I don’t regret the change of career, but sometimes I miss working the fields and tending the woodlot.
And it’s not because it was “simpler.” Anyone who tells you farming is simple hasn’t tried to work 500 acres of hay in a summer, or fix a broken wheel bearing on a full grain wagon across town from home.
No, it wasn’t simple. But staying physically active wasn’t something I needed to think about, and spending time indoors was unusual.
Painting and rearranging my office, I’m reminded of how unique my desk is.
The top is hardwood tulip from the wood lot on my family’s farm, which I left to pursue a career in tech. The sawn boards were given to me by my father, and my brother did all the joinery and staining (he’s a carpenter by trade). I finally got around to building the legs last year.
Today I’m reminded that every day, I sit at a symbol of a lifestyle I gave up to follow another dream.
In my road to learn proper programming, I stumbled upon this great article on the history behind Unicode and its history. Great for newcomers trying to understand character encoding.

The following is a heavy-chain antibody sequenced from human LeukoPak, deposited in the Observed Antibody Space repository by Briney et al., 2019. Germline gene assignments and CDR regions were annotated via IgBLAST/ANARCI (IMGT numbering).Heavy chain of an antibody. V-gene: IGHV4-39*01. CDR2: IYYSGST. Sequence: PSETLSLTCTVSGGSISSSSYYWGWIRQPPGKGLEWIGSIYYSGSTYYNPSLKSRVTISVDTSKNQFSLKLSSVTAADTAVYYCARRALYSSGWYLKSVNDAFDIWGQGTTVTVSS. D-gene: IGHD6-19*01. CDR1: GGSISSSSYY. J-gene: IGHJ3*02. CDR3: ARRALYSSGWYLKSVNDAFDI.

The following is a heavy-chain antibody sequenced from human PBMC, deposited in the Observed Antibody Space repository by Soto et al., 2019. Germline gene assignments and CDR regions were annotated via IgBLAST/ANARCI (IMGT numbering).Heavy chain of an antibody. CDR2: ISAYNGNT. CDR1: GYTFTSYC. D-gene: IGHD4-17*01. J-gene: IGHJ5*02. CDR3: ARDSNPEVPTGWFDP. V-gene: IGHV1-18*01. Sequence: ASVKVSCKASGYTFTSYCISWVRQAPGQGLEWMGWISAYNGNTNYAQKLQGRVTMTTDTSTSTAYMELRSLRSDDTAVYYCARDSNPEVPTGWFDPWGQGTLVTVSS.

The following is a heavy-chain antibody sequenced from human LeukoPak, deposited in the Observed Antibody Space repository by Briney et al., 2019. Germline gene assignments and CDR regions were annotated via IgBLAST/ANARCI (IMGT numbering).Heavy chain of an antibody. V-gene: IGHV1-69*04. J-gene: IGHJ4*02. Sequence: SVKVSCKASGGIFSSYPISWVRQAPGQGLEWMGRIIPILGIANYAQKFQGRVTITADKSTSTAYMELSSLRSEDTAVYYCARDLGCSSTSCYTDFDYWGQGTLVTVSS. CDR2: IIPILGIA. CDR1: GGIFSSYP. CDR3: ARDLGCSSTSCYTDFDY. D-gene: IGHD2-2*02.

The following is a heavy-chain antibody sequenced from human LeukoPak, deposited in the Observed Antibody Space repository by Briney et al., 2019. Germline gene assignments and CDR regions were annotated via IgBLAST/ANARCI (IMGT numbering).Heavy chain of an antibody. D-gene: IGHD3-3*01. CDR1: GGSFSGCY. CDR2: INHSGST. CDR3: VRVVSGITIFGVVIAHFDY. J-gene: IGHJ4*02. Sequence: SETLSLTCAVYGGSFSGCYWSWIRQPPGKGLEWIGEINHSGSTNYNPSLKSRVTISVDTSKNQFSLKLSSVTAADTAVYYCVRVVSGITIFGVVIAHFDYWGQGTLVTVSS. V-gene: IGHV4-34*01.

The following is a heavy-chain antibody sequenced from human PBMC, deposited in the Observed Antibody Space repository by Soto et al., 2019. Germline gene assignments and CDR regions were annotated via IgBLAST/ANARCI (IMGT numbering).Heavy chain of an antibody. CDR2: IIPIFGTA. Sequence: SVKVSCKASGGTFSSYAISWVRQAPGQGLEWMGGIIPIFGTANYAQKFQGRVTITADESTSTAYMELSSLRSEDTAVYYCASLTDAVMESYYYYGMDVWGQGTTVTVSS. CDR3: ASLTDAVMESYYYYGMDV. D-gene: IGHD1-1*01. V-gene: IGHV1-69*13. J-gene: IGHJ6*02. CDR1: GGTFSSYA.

Does anyone do Data Flow Diagrams (DFDs) for threat modeling?
Looking at tool options. I’m comfortable with GraphViz, but it can take a bit of tweaking to get sane layouts, and I don’t think I can do nested trust boundaries. Also, not everyone is comfortable with GraphViz because it feels really abstract.
Visio is right out because our team is all Mac and Linux.
Free would be best to start so I don’t have to ask for a budget.
This person found a mysterious Raspberry Pi plugged into a switch in the company's network closet
Delivered my Intro to AppSec talk at DevTricks (presented by Software Niagara).
I'm a little disappointed in my deliver, but for the amount of actual prep work I did, it was ok.
Next time I sign up for a speaking slot at our monthly local meetup, I'm going to prep my talk before I commit to the date. I felt really weak on the preparation this time, and I just didn't allot enough time to explore the idea and find a central theme.
Working on my "Intro to AppSec" meetup talk for tomorrow night.